Hogan’s options are limited because of the unique distribution of power between Maryland’s General Assembly and its governor. The General Assembly, as Maryland's bicameral state legislature is known, is unable to increase spending or move funds from one program to another. In theory, this makes the General Assembly weak relative to the governor. In practice, it has prompted state legislators to mandate top priority spending or find other ways to box in the governor. In the case of the GCEI, which is one of the few tranches of education funding that is discretionary, the legislature pursued the latter option.

To make matters worse for Hogan, the General Assembly passed another law making the GCEI spending mandatory beginning FY 2017 if the governor did not fully fund it in FY 2016. Hogan has announced that he will not veto the law, since he believes the votes are there to override his veto.

Matt Stegman, chief of staff of the Maryland House Appropriations Committee, said that the committee chairperson, Delegate Maggie McIntosh, was not willing to cooperate with Hogan on an appropriation that would transfer GCEI funds to the state pension fund. The House Appropriations Committee is one of the two budget committees that would need to sign off on transferring funds to the state pension.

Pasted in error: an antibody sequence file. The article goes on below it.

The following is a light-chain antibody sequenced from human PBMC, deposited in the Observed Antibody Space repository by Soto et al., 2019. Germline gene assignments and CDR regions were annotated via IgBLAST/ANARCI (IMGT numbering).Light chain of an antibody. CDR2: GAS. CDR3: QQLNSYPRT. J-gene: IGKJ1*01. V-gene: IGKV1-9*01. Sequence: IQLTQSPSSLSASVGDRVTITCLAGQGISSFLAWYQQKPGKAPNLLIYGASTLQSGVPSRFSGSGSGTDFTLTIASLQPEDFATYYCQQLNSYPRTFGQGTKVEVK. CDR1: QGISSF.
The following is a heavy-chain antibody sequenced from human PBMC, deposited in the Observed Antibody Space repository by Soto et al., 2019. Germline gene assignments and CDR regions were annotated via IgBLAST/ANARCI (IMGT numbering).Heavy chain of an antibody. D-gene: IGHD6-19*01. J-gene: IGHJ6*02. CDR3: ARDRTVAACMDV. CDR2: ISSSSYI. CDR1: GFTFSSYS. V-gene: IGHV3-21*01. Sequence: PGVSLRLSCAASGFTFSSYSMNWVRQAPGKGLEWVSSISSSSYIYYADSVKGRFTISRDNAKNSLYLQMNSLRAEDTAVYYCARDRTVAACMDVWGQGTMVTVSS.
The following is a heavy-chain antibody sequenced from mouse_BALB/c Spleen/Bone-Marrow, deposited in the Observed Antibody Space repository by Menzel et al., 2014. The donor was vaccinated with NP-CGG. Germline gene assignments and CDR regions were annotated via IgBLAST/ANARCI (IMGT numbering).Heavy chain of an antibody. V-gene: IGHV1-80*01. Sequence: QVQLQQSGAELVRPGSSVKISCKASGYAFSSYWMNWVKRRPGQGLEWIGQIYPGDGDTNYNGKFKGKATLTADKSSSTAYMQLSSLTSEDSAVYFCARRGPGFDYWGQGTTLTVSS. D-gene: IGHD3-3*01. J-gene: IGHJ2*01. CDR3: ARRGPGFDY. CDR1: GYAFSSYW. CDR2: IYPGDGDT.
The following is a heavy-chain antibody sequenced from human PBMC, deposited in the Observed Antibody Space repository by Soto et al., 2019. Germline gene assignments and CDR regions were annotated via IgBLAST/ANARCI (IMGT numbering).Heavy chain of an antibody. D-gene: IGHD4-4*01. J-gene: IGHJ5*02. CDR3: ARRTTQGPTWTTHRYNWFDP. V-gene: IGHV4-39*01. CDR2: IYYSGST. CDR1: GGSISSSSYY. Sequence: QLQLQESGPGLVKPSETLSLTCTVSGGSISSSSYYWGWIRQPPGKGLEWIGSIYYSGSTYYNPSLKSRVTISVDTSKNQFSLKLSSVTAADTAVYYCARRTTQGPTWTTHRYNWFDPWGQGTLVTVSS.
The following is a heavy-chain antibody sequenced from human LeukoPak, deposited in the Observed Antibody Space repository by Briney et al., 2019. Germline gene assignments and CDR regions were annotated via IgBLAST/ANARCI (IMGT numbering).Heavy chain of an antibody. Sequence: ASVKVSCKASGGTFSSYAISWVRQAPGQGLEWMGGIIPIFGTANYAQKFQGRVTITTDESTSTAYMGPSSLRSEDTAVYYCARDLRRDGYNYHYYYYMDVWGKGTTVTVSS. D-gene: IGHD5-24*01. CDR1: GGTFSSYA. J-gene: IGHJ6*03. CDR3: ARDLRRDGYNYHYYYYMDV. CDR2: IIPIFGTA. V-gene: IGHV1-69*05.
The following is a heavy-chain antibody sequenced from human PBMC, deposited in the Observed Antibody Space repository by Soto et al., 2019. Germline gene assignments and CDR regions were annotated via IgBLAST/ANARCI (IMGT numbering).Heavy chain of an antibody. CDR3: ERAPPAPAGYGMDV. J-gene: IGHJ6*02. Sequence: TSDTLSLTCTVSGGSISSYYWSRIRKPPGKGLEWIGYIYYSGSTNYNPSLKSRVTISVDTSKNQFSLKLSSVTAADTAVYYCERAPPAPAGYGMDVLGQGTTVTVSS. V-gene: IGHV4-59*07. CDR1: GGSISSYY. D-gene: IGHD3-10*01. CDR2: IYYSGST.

“Chair McIntosh has no interest in a new appropriation,” Stegman said.

Stegman noted that the appropriation would require a special legislative session for which there is especially little appetite among Maryland lawmakers.

A high-level Democratic aide in the state Senate echoed Stegman's remarks. The aide, who spoke on condition of anonymity, said he had no knowledge of any communication from Hogan asking to convene a special session.

McIntosh, who represents the city of Baltimore in the House of Delegates, has been a leading advocate for full funding of the GCEI. Just days before Hogan’s announcement Thursday, she joined city officials and education advocates in a rally for the funding at Baltimore’s Barclay Elementary School.